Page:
opportunity to instruct. Wilder, a professor of operative dentistry and
Four years ago, the man everyone in the director of clinical research in the department.
UNC School of Dentistry knew as “Dr. Cliff” Sturdevant also was the first editor and
showed up at the Chapel Hill office of Dr. Joel author of The Art and Science of Operative
COURTESY UNC SCHOOL OF DENTISTRY
M. Wagoner ’ 75 (DDS). As Sturdevant was Dentistry, which became the best-selling opera-shown to the examining room, he passed a tive dentistry textbook worldwide. In a later
room in which Wagoner was tending to another edition, the title was changed to Sturdevant’s Art
patient. When Wagoner went to treat Sturdevant, and Science of Operative Dentistry to reflect
he asked him how he was doing. Sturdevant Sturdevant’s scholastic contribution to the dis-smiled, said he was fine and added, “I noticed cipline. The textbook is now in its fifth edition
you weren’t holding the floss correctly back 40 years after its first printing and remains an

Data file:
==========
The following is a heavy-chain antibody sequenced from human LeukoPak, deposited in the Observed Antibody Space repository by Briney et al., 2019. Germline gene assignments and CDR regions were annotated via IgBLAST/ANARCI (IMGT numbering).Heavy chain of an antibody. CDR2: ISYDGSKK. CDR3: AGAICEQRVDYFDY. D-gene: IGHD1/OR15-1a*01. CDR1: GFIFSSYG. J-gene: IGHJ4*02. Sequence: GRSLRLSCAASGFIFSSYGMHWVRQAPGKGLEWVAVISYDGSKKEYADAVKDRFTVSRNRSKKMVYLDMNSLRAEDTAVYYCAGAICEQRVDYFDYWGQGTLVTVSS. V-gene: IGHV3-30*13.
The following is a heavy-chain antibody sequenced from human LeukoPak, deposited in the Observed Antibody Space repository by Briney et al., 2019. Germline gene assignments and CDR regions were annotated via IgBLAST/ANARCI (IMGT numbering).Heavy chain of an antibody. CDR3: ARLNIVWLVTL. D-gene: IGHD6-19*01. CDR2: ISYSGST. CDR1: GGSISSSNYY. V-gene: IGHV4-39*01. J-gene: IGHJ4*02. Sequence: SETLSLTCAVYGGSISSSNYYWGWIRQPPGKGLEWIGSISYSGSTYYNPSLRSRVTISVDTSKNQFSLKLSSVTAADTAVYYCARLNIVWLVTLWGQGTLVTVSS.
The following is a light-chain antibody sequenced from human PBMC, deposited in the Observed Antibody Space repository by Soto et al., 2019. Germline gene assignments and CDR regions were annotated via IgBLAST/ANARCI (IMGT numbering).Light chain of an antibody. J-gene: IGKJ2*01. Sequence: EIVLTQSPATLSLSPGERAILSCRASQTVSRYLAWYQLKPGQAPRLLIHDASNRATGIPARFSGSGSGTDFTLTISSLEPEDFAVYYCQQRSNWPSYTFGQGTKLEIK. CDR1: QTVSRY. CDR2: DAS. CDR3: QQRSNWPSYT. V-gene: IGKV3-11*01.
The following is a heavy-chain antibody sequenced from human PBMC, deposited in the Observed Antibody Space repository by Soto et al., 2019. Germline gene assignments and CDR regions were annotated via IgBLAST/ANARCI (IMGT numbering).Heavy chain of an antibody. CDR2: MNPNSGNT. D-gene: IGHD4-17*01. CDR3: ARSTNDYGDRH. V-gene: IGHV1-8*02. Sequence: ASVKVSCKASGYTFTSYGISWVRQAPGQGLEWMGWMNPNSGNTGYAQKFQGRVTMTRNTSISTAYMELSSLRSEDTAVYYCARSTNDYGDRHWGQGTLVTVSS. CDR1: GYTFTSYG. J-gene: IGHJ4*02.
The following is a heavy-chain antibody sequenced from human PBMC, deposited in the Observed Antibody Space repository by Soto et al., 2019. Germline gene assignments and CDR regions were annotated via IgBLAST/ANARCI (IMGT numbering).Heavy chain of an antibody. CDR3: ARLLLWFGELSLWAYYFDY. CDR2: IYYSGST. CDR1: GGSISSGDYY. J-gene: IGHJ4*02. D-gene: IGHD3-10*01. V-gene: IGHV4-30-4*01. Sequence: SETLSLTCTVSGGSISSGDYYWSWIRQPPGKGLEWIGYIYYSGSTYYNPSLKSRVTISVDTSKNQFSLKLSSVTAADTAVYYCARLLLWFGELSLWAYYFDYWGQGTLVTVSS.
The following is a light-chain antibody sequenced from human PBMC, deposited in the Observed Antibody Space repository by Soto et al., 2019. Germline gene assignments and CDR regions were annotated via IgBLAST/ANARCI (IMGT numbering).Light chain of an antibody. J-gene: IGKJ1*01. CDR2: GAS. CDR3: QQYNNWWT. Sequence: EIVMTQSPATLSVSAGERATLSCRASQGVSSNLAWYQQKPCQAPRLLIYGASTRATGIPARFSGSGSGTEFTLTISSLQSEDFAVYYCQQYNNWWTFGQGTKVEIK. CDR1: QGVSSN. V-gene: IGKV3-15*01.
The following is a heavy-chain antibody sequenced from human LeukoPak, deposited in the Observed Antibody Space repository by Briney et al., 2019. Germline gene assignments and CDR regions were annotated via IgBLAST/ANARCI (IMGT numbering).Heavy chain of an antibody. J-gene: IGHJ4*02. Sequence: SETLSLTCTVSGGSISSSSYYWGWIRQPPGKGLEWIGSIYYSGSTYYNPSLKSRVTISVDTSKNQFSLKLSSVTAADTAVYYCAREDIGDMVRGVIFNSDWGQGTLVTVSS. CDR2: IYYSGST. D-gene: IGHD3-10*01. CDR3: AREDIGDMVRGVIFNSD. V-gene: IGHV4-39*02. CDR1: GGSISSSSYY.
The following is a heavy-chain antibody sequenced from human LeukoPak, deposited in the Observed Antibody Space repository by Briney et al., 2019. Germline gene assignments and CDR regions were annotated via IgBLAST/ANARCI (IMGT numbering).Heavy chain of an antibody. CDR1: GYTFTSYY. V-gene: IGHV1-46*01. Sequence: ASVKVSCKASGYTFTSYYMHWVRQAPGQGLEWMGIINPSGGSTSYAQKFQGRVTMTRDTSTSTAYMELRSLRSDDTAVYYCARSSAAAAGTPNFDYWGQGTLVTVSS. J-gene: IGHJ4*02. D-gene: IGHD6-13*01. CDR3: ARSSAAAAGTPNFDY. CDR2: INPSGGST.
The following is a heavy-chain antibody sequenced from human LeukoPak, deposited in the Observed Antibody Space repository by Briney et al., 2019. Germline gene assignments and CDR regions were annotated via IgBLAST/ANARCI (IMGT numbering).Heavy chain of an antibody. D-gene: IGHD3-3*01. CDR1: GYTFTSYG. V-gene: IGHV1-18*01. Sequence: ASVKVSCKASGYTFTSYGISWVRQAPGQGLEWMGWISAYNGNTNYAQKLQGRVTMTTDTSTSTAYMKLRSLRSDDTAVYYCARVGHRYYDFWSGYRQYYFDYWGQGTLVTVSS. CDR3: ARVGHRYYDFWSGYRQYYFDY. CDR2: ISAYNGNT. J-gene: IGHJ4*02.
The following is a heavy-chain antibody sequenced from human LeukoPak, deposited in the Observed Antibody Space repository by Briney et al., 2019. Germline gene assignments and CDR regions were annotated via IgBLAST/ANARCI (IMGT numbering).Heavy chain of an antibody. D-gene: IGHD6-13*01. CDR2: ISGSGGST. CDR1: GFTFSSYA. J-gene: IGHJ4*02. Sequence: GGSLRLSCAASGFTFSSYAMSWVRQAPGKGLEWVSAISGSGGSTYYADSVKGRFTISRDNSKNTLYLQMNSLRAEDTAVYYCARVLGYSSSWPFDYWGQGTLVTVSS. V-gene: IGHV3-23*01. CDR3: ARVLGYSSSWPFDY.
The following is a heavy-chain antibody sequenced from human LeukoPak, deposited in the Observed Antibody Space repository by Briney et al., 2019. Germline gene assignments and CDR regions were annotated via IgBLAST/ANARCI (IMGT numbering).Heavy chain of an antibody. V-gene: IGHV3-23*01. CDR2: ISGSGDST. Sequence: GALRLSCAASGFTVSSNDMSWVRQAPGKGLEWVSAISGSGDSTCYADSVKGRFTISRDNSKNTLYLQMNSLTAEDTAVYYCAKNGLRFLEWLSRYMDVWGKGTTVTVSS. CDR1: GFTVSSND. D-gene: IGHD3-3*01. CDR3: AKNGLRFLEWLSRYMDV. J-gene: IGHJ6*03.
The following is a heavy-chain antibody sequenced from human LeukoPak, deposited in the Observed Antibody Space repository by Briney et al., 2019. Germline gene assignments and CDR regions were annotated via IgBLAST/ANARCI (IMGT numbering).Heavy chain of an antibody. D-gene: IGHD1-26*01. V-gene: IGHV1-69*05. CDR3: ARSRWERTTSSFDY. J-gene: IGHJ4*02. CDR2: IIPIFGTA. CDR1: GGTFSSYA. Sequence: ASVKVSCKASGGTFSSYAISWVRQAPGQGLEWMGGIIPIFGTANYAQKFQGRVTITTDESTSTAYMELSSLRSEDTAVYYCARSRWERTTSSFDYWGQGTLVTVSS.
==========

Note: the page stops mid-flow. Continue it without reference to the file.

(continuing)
there.” And proceeded to re-instruct Wagoner. international standard.
“He never quit teaching,” Wagoner said. Sturdevant’s social conscience went far
Sturdevant, who died Sept. 9 at age 90, beyond producing skilled dentists. When the
came to Chapel Hill in 1950 as one of the Rev. Martin Luther King Jr. was to speak on
founding members of the UNC School of campus as well as at Sturdevant’s church,
Dentistry — he and his father, Dr. Roger University Baptist, in May 1960, Sturdevant
Sturdevant, were brought in by Dr. John caught wind of an effort by some congregants
Brauer as the school’s first faculty members. to force King to speak in the church basement.
Roger Sturdevant went on to be founding He went to the church minister and made sure
chair of the school. And so did Dr. Cliff, who Dr. Clifford Max Sturdevant, known affectionately as “Dr. that King was allowed to speak in the sanctuary.
held that post from 1959 to 1979. Cliff” around the dental school, was an authority in opera- After Hurricane Fran left debris scattered
Cliff Sturdevant’s teaching philosophy throughout Sturdevant’s Dogwood Drive
included putting the strongest faculty with the and Brauer coming to work. neighborhood in 1996, he broke out his gas-weakest students so that everyone could rise to Sturdevant received his doctor of dental sur- powered blower and helped neighbors tidy up.